Nonprofit Newswire | Theft of Nonprofit Clinic’s Tattoo Removal Device Hurts

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March 28, 2010; Los Angeles Times | About the only good news from a report of the theft of a machine that a nonprofit clinic in Los Angeles uses to remove tatoos from gang members is that it can’t be easily pawned. According to the Los Angeles Times, the $50,000 laser-removal device is “central’ to the mission of the Sunshine Community Outreach Center,” which helps former gang members rid themselves of a very visible symbol of lives they’re now turning away from.

Without the machine, the Center can’t operate. In a typical year, the center removes tattoos from about 200 people. The burgled machine would normally be used over the course of 10 sessions to beam a laser beneath the skin to break up the ink.

Why is it so important to remove tattoos? As the newspaper reports, “Gang members, prostitutes and other underworld denizens in Los Angeles are often young when they get their tattoos, marks of ill-conceived loyalty that hinder the wearer later on, when they try to get jobs and change their lives.”  Most of the center’s clients are referred there by juvenile detention, police or parole officials, or by gang-intervention groups.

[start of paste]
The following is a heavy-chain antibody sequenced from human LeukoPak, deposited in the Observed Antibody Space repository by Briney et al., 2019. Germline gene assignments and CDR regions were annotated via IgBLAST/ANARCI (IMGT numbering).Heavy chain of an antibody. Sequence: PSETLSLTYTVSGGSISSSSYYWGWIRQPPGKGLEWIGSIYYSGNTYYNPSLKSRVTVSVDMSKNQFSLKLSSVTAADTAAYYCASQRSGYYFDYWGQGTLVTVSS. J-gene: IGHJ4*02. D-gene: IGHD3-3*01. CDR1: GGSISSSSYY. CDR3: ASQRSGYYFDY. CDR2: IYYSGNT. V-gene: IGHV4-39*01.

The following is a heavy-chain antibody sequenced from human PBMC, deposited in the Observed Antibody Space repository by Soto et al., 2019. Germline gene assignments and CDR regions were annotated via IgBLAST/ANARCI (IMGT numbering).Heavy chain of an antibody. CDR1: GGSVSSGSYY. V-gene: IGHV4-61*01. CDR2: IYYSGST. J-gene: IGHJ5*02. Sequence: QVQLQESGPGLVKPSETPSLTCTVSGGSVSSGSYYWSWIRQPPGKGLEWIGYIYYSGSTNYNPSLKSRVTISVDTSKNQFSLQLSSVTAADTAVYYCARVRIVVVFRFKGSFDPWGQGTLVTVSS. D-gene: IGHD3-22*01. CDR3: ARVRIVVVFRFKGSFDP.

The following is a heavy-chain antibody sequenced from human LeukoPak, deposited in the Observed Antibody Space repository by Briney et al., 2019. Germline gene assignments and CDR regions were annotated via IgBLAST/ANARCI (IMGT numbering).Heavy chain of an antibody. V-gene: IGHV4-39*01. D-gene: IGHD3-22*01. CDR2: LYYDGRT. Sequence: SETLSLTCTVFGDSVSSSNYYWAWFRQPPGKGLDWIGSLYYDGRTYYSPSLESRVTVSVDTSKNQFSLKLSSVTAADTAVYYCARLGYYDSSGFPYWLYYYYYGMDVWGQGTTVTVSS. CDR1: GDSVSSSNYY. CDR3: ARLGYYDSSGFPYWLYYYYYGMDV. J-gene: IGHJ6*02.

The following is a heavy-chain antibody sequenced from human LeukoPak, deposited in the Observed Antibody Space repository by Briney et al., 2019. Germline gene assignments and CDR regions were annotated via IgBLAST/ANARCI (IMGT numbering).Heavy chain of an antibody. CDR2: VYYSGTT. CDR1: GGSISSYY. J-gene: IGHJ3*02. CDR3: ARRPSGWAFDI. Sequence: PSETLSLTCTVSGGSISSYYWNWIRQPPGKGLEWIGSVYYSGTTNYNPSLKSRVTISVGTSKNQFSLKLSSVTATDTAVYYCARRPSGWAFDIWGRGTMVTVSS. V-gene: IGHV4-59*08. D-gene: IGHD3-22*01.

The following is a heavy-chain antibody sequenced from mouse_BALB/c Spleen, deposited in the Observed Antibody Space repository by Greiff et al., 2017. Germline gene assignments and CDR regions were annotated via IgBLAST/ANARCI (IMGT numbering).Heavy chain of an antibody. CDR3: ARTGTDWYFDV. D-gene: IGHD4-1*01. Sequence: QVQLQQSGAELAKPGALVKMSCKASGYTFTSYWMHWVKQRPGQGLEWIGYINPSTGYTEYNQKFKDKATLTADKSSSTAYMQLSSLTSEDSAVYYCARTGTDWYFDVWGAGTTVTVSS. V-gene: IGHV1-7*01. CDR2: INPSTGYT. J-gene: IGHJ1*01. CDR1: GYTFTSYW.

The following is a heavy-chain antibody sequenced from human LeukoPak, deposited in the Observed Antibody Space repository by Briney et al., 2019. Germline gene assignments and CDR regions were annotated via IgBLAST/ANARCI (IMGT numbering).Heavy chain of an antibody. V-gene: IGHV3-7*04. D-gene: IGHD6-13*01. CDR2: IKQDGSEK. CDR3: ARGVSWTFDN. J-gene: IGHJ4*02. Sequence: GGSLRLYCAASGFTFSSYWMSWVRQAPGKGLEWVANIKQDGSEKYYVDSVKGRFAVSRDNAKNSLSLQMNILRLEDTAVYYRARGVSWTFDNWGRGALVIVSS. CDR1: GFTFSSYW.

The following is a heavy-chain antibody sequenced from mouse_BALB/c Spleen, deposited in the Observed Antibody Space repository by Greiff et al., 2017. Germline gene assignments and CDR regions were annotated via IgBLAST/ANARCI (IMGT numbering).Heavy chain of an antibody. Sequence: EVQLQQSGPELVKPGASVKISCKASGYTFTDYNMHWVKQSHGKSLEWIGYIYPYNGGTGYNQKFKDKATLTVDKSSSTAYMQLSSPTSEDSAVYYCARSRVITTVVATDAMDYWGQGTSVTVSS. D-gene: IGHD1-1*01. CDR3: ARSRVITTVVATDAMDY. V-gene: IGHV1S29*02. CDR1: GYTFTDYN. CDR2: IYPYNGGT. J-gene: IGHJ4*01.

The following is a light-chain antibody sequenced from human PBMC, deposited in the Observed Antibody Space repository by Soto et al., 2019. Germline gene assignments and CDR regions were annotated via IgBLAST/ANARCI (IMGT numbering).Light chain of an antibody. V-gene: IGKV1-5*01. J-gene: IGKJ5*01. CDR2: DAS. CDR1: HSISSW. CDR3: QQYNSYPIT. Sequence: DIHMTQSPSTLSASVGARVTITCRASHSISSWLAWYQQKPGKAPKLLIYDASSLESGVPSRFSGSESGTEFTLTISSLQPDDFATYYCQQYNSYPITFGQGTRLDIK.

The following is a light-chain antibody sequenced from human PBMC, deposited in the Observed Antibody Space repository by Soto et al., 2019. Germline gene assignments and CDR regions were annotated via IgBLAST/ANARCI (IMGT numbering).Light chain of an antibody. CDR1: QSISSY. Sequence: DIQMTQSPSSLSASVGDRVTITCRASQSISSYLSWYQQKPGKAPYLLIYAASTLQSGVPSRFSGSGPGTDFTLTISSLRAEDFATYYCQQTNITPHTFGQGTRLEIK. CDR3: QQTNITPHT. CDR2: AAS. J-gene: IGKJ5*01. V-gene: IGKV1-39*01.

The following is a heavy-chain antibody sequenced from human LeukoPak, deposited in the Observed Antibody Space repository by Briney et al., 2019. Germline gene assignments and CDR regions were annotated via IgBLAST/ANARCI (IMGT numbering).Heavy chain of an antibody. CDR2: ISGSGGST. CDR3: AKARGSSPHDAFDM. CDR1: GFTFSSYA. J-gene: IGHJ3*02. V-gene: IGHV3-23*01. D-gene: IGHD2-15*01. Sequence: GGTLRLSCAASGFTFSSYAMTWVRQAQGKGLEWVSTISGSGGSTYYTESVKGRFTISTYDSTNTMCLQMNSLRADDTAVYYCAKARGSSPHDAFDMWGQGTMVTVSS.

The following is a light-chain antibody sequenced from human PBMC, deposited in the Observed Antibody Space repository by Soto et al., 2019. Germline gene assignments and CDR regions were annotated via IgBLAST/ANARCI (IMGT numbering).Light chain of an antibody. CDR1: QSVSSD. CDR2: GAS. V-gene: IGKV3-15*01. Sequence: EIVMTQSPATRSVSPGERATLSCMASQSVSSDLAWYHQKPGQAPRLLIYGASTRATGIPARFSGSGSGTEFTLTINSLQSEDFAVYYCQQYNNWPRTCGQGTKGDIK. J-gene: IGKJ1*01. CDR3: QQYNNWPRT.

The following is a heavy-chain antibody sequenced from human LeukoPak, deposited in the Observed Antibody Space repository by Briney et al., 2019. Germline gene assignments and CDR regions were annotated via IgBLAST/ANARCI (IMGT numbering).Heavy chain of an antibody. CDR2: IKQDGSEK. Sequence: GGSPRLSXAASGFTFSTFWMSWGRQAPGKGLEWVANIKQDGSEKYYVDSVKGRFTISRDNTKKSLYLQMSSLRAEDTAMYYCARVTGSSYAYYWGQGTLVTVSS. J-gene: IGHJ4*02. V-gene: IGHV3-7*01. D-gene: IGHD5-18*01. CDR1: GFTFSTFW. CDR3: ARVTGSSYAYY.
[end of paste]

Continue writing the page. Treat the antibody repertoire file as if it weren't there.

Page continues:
For now, the center has canceled all scheduled treatments, leaving clients both upset and unsure what to do. Former 49-year-old gang member David Pacheco, who’d been making regular trips between L.A. and Phoenix said he was having a large tattoo removed from his neck, not just for himself, but to set a good example for his children too. With four treatments left to go before the tattoo is completely gone, Pacheco said in addition to the machine, thieves “stole my future.”—Bruce Trachtenberg

  • Bob

    The first thing I wondered when I read this post was “didn’t they have insurance?” The LA Times reports that “Ashamalla said the machine was not insured. She said she tried to insure it but that Sunrise’s nonprofit status was an impediment.” It is a little hard to imagine that insurance was simply unavailable. More likely, someone cut some corners – making this a good warning to the rest of the nonprofit world.